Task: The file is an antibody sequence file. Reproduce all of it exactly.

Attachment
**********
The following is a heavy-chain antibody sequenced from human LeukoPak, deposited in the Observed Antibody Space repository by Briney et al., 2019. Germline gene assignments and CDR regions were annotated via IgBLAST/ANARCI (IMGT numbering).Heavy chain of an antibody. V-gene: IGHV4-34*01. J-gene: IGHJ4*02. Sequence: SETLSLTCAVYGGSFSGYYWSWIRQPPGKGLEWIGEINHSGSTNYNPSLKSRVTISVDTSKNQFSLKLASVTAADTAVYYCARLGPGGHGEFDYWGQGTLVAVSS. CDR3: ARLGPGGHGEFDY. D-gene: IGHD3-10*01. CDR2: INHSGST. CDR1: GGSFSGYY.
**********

The following is a heavy-chain antibody sequenced from human LeukoPak, deposited in the Observed Antibody Space repository by Briney et al., 2019. Germline gene assignments and CDR regions were annotated via IgBLAST/ANARCI (IMGT numbering).Heavy chain of an antibody. V-gene: IGHV4-34*01. J-gene: IGHJ4*02. Sequence: SETLSLTCAVYGGSFSGYYWSWIRQPPGKGLEWIGEINHSGSTNYNPSLKSRVTISVDTSKNQFSLKLASVTAADTAVYYCARLGPGGHGEFDYWGQGTLVAVSS. CDR3: ARLGPGGHGEFDY. D-gene: IGHD3-10*01. CDR2: INHSGST. CDR1: GGSFSGYY.